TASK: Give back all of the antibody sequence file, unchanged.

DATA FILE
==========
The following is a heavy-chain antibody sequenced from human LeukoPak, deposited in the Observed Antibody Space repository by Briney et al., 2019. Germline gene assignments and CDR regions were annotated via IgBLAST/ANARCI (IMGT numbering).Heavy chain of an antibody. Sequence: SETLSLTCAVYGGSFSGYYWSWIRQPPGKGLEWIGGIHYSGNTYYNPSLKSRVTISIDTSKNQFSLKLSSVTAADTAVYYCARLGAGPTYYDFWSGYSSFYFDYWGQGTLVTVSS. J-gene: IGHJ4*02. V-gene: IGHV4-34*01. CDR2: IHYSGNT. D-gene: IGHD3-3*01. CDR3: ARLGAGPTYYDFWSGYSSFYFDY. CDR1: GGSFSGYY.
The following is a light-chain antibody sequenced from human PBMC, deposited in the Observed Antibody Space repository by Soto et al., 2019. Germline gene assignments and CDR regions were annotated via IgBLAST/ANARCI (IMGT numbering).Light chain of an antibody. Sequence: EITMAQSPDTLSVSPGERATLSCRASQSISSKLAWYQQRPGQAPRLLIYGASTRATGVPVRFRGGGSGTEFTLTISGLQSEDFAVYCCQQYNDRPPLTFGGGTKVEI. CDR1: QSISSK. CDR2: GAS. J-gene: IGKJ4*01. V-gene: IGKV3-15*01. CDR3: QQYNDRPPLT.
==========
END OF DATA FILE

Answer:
The following is a heavy-chain antibody sequenced from human LeukoPak, deposited in the Observed Antibody Space repository by Briney et al., 2019. Germline gene assignments and CDR regions were annotated via IgBLAST/ANARCI (IMGT numbering).Heavy chain of an antibody. Sequence: SETLSLTCAVYGGSFSGYYWSWIRQPPGKGLEWIGGIHYSGNTYYNPSLKSRVTISIDTSKNQFSLKLSSVTAADTAVYYCARLGAGPTYYDFWSGYSSFYFDYWGQGTLVTVSS. J-gene: IGHJ4*02. V-gene: IGHV4-34*01. CDR2: IHYSGNT. D-gene: IGHD3-3*01. CDR3: ARLGAGPTYYDFWSGYSSFYFDY. CDR1: GGSFSGYY.
The following is a light-chain antibody sequenced from human PBMC, deposited in the Observed Antibody Space repository by Soto et al., 2019. Germline gene assignments and CDR regions were annotated via IgBLAST/ANARCI (IMGT numbering).Light chain of an antibody. Sequence: EITMAQSPDTLSVSPGERATLSCRASQSISSKLAWYQQRPGQAPRLLIYGASTRATGVPVRFRGGGSGTEFTLTISGLQSEDFAVYCCQQYNDRPPLTFGGGTKVEI. CDR1: QSISSK. CDR2: GAS. J-gene: IGKJ4*01. V-gene: IGKV3-15*01. CDR3: QQYNDRPPLT.